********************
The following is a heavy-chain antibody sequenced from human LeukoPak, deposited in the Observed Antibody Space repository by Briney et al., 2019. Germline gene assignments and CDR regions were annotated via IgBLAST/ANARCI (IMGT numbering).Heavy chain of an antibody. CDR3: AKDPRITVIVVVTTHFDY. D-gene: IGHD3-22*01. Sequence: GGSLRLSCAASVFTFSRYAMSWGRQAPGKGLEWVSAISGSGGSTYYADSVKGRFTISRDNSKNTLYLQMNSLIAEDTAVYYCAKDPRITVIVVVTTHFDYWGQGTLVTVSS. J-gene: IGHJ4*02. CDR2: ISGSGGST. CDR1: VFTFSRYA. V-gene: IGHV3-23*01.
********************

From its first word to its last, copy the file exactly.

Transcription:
The following is a heavy-chain antibody sequenced from human LeukoPak, deposited in the Observed Antibody Space repository by Briney et al., 2019. Germline gene assignments and CDR regions were annotated via IgBLAST/ANARCI (IMGT numbering).Heavy chain of an antibody. CDR3: AKDPRITVIVVVTTHFDY. D-gene: IGHD3-22*01. Sequence: GGSLRLSCAASVFTFSRYAMSWGRQAPGKGLEWVSAISGSGGSTYYADSVKGRFTISRDNSKNTLYLQMNSLIAEDTAVYYCAKDPRITVIVVVTTHFDYWGQGTLVTVSS. J-gene: IGHJ4*02. CDR2: ISGSGGST. CDR1: VFTFSRYA. V-gene: IGHV3-23*01.